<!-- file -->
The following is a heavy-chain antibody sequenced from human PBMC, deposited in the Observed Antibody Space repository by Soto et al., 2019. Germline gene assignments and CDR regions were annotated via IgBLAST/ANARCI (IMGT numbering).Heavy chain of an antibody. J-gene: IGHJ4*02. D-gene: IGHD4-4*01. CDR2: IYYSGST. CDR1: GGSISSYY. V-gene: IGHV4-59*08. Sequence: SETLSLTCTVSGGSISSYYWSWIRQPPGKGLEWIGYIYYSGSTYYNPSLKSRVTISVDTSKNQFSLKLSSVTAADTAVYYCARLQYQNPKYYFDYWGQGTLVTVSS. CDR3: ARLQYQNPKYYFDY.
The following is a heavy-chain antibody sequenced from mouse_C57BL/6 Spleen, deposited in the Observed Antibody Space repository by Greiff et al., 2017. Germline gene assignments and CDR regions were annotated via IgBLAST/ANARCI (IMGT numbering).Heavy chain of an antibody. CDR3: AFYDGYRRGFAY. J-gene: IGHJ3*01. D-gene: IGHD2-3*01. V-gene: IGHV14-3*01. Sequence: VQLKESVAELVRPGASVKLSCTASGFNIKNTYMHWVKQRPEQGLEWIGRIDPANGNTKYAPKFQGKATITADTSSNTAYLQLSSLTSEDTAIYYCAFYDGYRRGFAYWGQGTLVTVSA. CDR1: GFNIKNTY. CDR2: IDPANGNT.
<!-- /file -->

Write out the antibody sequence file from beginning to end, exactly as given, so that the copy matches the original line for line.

The following is a heavy-chain antibody sequenced from human PBMC, deposited in the Observed Antibody Space repository by Soto et al., 2019. Germline gene assignments and CDR regions were annotated via IgBLAST/ANARCI (IMGT numbering).Heavy chain of an antibody. J-gene: IGHJ4*02. D-gene: IGHD4-4*01. CDR2: IYYSGST. CDR1: GGSISSYY. V-gene: IGHV4-59*08. Sequence: SETLSLTCTVSGGSISSYYWSWIRQPPGKGLEWIGYIYYSGSTYYNPSLKSRVTISVDTSKNQFSLKLSSVTAADTAVYYCARLQYQNPKYYFDYWGQGTLVTVSS. CDR3: ARLQYQNPKYYFDY.
The following is a heavy-chain antibody sequenced from mouse_C57BL/6 Spleen, deposited in the Observed Antibody Space repository by Greiff et al., 2017. Germline gene assignments and CDR regions were annotated via IgBLAST/ANARCI (IMGT numbering).Heavy chain of an antibody. CDR3: AFYDGYRRGFAY. J-gene: IGHJ3*01. D-gene: IGHD2-3*01. V-gene: IGHV14-3*01. Sequence: VQLKESVAELVRPGASVKLSCTASGFNIKNTYMHWVKQRPEQGLEWIGRIDPANGNTKYAPKFQGKATITADTSSNTAYLQLSSLTSEDTAIYYCAFYDGYRRGFAYWGQGTLVTVSA. CDR1: GFNIKNTY. CDR2: IDPANGNT.